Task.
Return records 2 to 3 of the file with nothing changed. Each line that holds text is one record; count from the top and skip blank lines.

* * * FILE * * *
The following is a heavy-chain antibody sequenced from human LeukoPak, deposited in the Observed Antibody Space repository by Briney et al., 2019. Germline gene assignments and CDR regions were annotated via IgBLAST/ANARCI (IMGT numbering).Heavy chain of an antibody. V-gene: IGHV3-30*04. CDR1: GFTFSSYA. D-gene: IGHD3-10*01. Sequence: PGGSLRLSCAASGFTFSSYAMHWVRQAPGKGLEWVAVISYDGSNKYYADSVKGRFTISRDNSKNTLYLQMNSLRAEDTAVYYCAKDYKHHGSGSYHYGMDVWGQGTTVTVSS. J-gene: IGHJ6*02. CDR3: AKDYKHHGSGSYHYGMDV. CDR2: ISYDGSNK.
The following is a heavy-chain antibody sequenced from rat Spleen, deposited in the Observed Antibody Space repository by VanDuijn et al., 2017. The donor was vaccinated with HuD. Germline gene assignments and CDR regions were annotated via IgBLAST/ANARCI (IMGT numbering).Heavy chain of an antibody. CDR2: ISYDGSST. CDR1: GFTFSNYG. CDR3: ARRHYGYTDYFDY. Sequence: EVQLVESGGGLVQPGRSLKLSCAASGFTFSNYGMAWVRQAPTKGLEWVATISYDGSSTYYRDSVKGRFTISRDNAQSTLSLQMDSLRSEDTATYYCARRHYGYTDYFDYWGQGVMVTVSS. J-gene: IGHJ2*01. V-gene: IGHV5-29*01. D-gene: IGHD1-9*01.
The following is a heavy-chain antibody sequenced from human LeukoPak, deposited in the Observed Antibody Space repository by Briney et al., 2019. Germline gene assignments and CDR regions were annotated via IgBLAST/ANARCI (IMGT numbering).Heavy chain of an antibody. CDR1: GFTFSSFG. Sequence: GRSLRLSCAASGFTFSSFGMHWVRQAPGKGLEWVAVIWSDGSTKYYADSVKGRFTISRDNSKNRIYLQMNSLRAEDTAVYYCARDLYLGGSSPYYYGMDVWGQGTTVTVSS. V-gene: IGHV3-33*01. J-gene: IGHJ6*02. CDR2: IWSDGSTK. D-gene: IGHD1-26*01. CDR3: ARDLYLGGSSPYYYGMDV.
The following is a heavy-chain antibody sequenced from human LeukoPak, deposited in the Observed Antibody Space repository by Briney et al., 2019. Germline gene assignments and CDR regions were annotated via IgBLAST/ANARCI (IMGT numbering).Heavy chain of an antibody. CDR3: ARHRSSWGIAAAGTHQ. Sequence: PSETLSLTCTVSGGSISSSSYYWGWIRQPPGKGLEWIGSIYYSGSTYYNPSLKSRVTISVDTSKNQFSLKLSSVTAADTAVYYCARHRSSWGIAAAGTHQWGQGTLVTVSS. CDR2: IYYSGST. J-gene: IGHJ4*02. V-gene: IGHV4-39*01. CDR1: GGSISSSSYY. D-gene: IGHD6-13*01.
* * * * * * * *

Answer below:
The following is a heavy-chain antibody sequenced from rat Spleen, deposited in the Observed Antibody Space repository by VanDuijn et al., 2017. The donor was vaccinated with HuD. Germline gene assignments and CDR regions were annotated via IgBLAST/ANARCI (IMGT numbering).Heavy chain of an antibody. CDR2: ISYDGSST. CDR1: GFTFSNYG. CDR3: ARRHYGYTDYFDY. Sequence: EVQLVESGGGLVQPGRSLKLSCAASGFTFSNYGMAWVRQAPTKGLEWVATISYDGSSTYYRDSVKGRFTISRDNAQSTLSLQMDSLRSEDTATYYCARRHYGYTDYFDYWGQGVMVTVSS. J-gene: IGHJ2*01. V-gene: IGHV5-29*01. D-gene: IGHD1-9*01.
The following is a heavy-chain antibody sequenced from human LeukoPak, deposited in the Observed Antibody Space repository by Briney et al., 2019. Germline gene assignments and CDR regions were annotated via IgBLAST/ANARCI (IMGT numbering).Heavy chain of an antibody. CDR1: GFTFSSFG. Sequence: GRSLRLSCAASGFTFSSFGMHWVRQAPGKGLEWVAVIWSDGSTKYYADSVKGRFTISRDNSKNRIYLQMNSLRAEDTAVYYCARDLYLGGSSPYYYGMDVWGQGTTVTVSS. V-gene: IGHV3-33*01. J-gene: IGHJ6*02. CDR2: IWSDGSTK. D-gene: IGHD1-26*01. CDR3: ARDLYLGGSSPYYYGMDV.